In the early days it spent plenty of time in the warm and dry of a garage when the newly-qualified Dr Cummings worked long hours in the hospital as a junior houseman.
“I didn’t really have any time to work on it for two years,” he says. “In those days you worked all day, all night, all the next day and then you had a night off. It’s not like that these days.”
There was a little more time available when Trevor moved into General Practice in 1981, moving south to Heacham in Norfolk.
He proved to be equally adept at fixing cars as people, the first job to replace the ailing chassis, sourcing an after-market replacement from Spyder in Peterborough.
“The purists will hate me for it, but they make a very much better chassis – stronger and much stiffer,” he says, also turning his attention to the 1558cc Lotus TwinCam engine, an evolution of Ford’s Kent Pre-Crossflow unit.
“I swapped out the Stromberg head for a Weber one, and replaced the Strombergs with Dellortos – I understand them better than Webers,” he adds.
Where did this technical knowledge come from?
“I don’t really know,” he admits. “I’ve always been interested technically and I’ve always wanted to take those sorts of things on. In many ways I get as much satisfaction out of fixing the thing as I do out of driving it.
“With these cars, whenever you get in them there’s always something wrong, and the more you know the more critical you become, and you start hearing no end of crackles, pops, bangs and clanks.”
After a short spell as a GP, Trevor and Helen moved back north, to Middlesbrough, when a post as an occupational physician opened up, working for ICI.
It was here that the car let them down most memorably, the couple on their way from Northallerton to visit friends on the coast in Whitby.
“You have to cross the main A19, a busy dual carriageway, and it failed right in the middle,” Trevor remembers. “We had to pull it across the A19, which was a bit hairy. We then got a taxi home, and brought our other car – which was a Golf or a Vauxhall – to tow it home.”
With Trevor establishing himself in a new career, there was another spell where little work was done on the Elan.
“I only really got going on the car again on my return to Norfolk in 2004,” he says. “I was 54 then, and had a bit more time, and then only on full retirement in 2015 did I really have the time available.
Back to original chassis
“There was this recognition that I had to get this car right and take it back to its old chassis – I’d kept the original one and I had that refurbished.
“The cylinder head came off again and back went the Stromberg one, there was the adoption of a pre-engaged starter, an electronic ignition system within the distributor, which then made starting more reliable. It’s been a much more reliable car since.”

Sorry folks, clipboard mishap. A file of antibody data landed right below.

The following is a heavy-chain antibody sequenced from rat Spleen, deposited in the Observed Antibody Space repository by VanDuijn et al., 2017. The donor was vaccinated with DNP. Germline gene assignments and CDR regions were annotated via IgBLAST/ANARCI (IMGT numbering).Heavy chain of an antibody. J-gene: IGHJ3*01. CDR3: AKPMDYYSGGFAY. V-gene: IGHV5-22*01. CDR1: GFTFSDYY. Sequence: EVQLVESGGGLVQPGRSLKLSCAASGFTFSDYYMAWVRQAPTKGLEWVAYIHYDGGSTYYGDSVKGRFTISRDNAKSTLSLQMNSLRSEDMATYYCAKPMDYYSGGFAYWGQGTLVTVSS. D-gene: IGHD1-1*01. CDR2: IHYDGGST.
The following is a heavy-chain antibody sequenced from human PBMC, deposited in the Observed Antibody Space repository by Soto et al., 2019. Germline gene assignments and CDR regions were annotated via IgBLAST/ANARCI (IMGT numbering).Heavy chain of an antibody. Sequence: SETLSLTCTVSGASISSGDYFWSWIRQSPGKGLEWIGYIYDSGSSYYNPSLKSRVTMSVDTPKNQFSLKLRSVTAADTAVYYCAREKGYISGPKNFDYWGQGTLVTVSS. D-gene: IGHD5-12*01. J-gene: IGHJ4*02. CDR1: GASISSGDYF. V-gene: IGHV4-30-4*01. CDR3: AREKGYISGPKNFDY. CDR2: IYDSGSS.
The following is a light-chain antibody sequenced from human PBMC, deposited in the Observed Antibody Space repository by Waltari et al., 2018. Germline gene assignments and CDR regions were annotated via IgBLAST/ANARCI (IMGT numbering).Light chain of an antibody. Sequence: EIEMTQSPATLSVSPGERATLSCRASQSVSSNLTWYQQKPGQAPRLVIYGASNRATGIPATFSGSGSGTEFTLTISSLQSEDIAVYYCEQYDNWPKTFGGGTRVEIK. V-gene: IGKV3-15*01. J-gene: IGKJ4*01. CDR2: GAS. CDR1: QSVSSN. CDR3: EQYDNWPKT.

The radiator was given a more reliable thermostat to make the cooling “just OK”…
“It’s still marginal, because Lotus originally fitted a quite wide Triumph Herald radiator, but stopped using that and, for some reason, went for a much smaller one out of a Spitfire,” says Trevor. “A Spitfire powers, what, 60bhp? And it was trying to cool over 100bhp…”
The dashboard and interior are all original and refurbished, while a new coat of Lotus LO7 yellow paint was applied.
In 2006, Trevor bought a second Elan, also yellow, but this time a drophead, and a definite project.
“It was just a shell with an engine block, gearbox, final drive, and dashboard and instruments,” he says, swapping the Spyder chassis into this second car. “I had both cars side by side, and both were body off restorations.
“I had always liked the idea of having a drophead as well, but I must admit when I bought the first car I didn’t even notice it was a coupe. My focus was a Lotus Elan, and it was just about the car.
Fixed heads are better
“Also, if you ever read any of the books you’ll find that the real cognoscenti will always tell you that the fixed heads are the better car. Gordon Murray, for example, he’s got a fixed head Elan, and he always says he prefers them.”
In recent years, Trevor has added the two Sprints and a M100 Elan to his Lotus stable, and they get driven just a few hundred miles a year.
“It’s mostly trips out to venues, a stately home like Houghton and Sandringham, that sort of thing,” he says. “Joy rides in the finer sense of that word.”
Everywhere the cars go, they attract attention and “big smiles”.
“I actually get so that I don’t often take it to a car park, because you always attract attention, from kids especially,” says Trevor. “They are so tiny and it fascinates people.”
He admits to being “very” sentimental about the little yellow car that started it all way back in 1978.
“It’s a car that back in the 70s captured a whole load of hearts, and even now it catches the eye. It’s still a very attractive car from, I believe, an attractive era of motoring, and they are still able to keep up with modern traffic.
“They are still an iconic, pretty, grunty car.”
To prove the point, Trevor sprints along the country lanes on the way to our photoshoot, but then has trouble starting the Elan when it’s time to head home…
“There’s always something to fiddle with and manage,” he says, smiling.